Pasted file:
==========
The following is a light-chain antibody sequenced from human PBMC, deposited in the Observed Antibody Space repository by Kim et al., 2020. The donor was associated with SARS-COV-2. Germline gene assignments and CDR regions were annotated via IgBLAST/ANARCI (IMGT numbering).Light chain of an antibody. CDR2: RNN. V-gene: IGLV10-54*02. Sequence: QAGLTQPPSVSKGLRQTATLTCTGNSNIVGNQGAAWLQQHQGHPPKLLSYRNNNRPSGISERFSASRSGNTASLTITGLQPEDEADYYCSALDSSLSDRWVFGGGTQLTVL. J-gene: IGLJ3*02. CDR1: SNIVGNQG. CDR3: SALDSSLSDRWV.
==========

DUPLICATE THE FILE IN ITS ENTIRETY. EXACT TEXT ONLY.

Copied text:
The following is a light-chain antibody sequenced from human PBMC, deposited in the Observed Antibody Space repository by Kim et al., 2020. The donor was associated with SARS-COV-2. Germline gene assignments and CDR regions were annotated via IgBLAST/ANARCI (IMGT numbering).Light chain of an antibody. CDR2: RNN. V-gene: IGLV10-54*02. Sequence: QAGLTQPPSVSKGLRQTATLTCTGNSNIVGNQGAAWLQQHQGHPPKLLSYRNNNRPSGISERFSASRSGNTASLTITGLQPEDEADYYCSALDSSLSDRWVFGGGTQLTVL. J-gene: IGLJ3*02. CDR1: SNIVGNQG. CDR3: SALDSSLSDRWV.